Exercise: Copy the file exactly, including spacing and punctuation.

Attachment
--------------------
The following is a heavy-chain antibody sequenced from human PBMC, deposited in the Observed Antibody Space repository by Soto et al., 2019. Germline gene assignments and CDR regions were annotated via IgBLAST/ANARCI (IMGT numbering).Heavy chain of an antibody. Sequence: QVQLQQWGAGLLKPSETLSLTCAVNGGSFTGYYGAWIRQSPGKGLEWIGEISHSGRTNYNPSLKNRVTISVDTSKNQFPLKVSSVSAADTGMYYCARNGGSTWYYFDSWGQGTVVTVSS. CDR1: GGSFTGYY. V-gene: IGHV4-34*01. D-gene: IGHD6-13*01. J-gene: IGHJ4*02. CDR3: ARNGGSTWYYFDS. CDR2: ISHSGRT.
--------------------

The following is a heavy-chain antibody sequenced from human PBMC, deposited in the Observed Antibody Space repository by Soto et al., 2019. Germline gene assignments and CDR regions were annotated via IgBLAST/ANARCI (IMGT numbering).Heavy chain of an antibody. Sequence: QVQLQQWGAGLLKPSETLSLTCAVNGGSFTGYYGAWIRQSPGKGLEWIGEISHSGRTNYNPSLKNRVTISVDTSKNQFPLKVSSVSAADTGMYYCARNGGSTWYYFDSWGQGTVVTVSS. CDR1: GGSFTGYY. V-gene: IGHV4-34*01. D-gene: IGHD6-13*01. J-gene: IGHJ4*02. CDR3: ARNGGSTWYYFDS. CDR2: ISHSGRT.